The main results already published are dealing with:
- the analysis of diet and environmental variations among various herbivore taxa (Blondel et al., Pal-Pal-Pal, 2018 ; Martin et al., Scientific Reports, 2018), confirming the occurence of a major shift in vegetation between members E and F, ca. 2.32 My ;
- the description of new post-cranial remains from Australopithecus boisei discovered in Lower G Member, showing persistent arboreal behaviors among these hominis that were already fully biped (Daver et al., Journal of Human Evolution, in press);
- the evidence of a spatial and temporal distribution of the archeological occurrences in Member F that indicates a clear preference of the hominins for riverine habitats (Maurin et al, Journal of Human Evolution, 2017).
This first phase of the project has seen an intensive involvement of the project members in science dissemination, both written and oral. This effort will continue in 2019-2020 through the preparation of a national exhibition at the French National Museum of Prehistory (Les Eyzies-de-Tayac) dedicated to Africa before the first «Out of Africa« event, that will imply several members of the project.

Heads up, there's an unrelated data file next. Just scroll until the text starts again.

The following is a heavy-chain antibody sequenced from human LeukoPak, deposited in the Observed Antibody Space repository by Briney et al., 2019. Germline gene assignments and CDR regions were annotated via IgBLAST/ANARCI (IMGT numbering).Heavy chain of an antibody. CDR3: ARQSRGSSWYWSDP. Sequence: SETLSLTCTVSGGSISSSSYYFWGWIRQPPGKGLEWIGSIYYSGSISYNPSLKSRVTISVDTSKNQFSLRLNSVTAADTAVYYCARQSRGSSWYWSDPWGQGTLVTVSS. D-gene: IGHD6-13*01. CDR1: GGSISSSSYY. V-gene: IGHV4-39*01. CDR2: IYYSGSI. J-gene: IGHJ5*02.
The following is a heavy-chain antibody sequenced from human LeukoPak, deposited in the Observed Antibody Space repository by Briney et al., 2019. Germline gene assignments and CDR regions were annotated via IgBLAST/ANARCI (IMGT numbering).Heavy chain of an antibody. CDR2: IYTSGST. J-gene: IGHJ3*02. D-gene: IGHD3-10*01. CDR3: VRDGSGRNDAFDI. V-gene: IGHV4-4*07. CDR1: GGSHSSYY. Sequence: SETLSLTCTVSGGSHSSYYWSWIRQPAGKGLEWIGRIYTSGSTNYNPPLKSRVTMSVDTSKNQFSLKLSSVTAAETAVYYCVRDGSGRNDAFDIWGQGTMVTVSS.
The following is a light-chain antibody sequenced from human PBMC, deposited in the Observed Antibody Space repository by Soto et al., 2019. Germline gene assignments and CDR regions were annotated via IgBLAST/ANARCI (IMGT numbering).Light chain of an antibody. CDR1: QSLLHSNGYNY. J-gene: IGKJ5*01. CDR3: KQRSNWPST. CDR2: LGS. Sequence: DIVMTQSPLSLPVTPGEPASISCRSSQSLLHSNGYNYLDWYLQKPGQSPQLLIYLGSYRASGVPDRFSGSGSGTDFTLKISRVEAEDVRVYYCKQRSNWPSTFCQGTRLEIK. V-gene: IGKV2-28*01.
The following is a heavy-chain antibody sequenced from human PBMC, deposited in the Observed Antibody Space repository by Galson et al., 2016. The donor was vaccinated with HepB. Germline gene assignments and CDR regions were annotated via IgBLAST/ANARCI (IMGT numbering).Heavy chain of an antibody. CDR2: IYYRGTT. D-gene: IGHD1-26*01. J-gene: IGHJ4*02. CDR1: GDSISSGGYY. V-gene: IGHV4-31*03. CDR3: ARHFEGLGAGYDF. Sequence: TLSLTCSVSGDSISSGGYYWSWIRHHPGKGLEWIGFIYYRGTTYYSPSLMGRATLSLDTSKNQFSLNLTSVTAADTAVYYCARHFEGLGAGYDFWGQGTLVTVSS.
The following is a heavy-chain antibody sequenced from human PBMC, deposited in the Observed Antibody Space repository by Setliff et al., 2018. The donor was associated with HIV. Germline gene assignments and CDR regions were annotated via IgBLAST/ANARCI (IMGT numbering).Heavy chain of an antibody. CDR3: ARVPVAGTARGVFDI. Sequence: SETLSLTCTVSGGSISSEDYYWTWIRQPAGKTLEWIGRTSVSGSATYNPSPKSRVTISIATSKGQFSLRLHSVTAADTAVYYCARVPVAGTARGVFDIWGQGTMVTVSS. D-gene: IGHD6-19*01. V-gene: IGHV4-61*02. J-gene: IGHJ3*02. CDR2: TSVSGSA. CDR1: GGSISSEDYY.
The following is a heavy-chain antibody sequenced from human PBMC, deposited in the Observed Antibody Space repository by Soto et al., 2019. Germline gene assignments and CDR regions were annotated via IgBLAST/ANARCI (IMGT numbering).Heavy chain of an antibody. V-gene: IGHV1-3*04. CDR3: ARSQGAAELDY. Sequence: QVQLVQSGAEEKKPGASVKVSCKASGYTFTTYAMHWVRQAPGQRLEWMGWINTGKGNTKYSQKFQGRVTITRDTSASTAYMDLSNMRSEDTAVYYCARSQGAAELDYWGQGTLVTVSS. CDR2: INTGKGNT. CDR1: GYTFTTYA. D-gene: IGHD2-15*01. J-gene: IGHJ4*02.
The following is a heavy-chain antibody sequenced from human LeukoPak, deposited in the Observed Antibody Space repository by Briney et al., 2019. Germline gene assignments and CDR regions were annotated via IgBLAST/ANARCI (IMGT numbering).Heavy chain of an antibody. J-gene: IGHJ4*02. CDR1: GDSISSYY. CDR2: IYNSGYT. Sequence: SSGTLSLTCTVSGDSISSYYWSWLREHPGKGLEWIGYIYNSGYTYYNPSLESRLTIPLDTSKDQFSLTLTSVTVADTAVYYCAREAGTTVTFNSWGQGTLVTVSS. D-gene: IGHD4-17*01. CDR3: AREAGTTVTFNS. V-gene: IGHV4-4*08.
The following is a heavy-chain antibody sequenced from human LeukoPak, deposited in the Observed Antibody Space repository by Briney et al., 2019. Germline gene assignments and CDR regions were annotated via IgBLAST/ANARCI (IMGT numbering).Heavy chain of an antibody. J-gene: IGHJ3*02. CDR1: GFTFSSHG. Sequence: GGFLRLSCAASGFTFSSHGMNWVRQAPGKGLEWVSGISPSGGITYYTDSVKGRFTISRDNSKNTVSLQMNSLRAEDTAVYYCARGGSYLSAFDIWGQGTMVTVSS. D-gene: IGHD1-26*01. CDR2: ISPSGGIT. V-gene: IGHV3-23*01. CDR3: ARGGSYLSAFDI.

Forthcoming work will include the continuation of all researches performed as part of tasks 1 to 3, as well as starting up studies related to task 4 (cultural dynamics). In this perspective, contacts have been established and permission have been obtained for the comparative analysis of the Early Oldowan assemblages from Gona (Ethiopia), of the early Acheulean and Oldowan assemblages of Konso (Ethiopia), in addition with the Oldowan assemblages from Fejej (Ethiopie) for micro-wear analyses (permission to be confirmed).
1. Maurin T., Bertran P., Delagnes A., Boisserie J.-R., 2017. Early hominin landscape use in the Lower Omo Valley, Ethiopia: insights from the taphonomical analysis of Oldowan occurrences in the Shungura Formation (Member F). Journal of Human Evolution 111, 33-53.